Product Compliance Requires Supply Chain Transparency

By Tord Dennis, WSP | Parsons Brinckerhoff

Changes to the RoHS, REACH, and conflict minerals regulations make the need for supply chain transparency more crucial than ever. The European Court of Justice (ECJ) ruled in 2015 that the 0.1% threshold for notifying SVHCs ( Substances of Very High Concern) in articles applies to “each of the articles incorporated as a component of a complex product” and not to the entire article. Companies that file with the SEC must annually determine and report the sources of tin, tungsten, tantalum, and gold (3TG) in their products under section 1502 of the U.S. Dodd-Frank Wall Street Reform and Consumer Protection Act. Suppliers cannot afford to claim “confidentiality” or ignorance to the material and substance make-up of the products they sell that become part of another company’s product. Leary of public backlash and/or legal action, some OEMs are taking drastic measures such as discontinuing business with suppliers who do not give them the information they need in a timely manner.

Full material declaration (FMD) is quickly becoming the “gold standard” data requirement for an OEM to accurately assess the risk of restricted materials in a product. This means that suppliers must deliver the complete material and substance breakdown of their component/product in a manner that puts the least amount of impact on their core business activities and enables the OEM to collect and aggregate similar information from other suppliers. IPC has developed a family of standards dedicated to this task. The IPC-175x family of standards (e.g., IPC-1752A for material and substance declaration and IPC-1755 for conflict minerals) establishes a standard reporting format for data exchange between supply chain participants. It defines the information that most companies need to collect in order to prove compliance. It also specifies an XML-schema which enables more efficient and effective exchange of data by enterprise data systems.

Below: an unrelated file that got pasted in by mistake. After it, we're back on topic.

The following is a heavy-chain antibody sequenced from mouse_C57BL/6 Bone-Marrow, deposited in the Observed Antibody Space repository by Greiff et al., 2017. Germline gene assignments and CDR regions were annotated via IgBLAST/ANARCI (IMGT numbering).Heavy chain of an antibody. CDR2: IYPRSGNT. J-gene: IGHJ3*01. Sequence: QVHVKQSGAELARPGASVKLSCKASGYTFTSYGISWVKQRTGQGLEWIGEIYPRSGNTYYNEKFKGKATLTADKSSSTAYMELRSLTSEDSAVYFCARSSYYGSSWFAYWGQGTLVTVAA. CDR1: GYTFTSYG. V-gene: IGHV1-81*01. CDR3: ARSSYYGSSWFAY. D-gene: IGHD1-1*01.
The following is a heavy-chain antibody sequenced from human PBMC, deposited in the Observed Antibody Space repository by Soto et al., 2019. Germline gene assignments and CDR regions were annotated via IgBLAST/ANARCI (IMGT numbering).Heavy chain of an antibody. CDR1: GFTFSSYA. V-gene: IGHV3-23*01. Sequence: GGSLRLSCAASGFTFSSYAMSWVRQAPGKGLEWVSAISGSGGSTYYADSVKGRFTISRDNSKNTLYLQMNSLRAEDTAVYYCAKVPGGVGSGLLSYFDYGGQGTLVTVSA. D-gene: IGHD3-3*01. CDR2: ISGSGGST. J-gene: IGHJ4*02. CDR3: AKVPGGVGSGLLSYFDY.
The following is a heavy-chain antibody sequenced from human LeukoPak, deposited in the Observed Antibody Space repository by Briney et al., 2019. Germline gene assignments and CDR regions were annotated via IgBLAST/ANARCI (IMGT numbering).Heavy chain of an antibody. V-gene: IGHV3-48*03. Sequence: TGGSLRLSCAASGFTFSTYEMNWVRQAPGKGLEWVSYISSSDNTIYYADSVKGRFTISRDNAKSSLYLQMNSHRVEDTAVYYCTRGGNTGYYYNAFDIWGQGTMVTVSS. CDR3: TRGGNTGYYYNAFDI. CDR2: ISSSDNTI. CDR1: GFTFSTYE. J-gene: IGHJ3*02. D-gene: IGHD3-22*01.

Automating the exchange of FMD data is made simpler with the adoption of the IPC-175x family of standards but other critical elements must be in place to achieve success. The OEM needs to build a product stewardship process that enables them to efficiently collect and analyze the FMD data from their supply chain. This means they must have executive level support and a well thought out implementation plan for enterprise software to manage this data. The OEM and the supplier must commit to being partners in this venture; “no data means no business” for all parties involved. A statement must be included in supplier contracts that require documentation pursuant to any government’s legal requirements regarding restricted materials and substances.

To learn more, attend technical conference session, S03 at IPC APEX EXPO. I will present a paper titled, “Best Practices for Product Environmental Data Collection,” on Tuesday, March 15, 2016 at 2:00 pm. To learn more or register for IPC APEX EXPO, visit www.ipcapexexpo.org.

 

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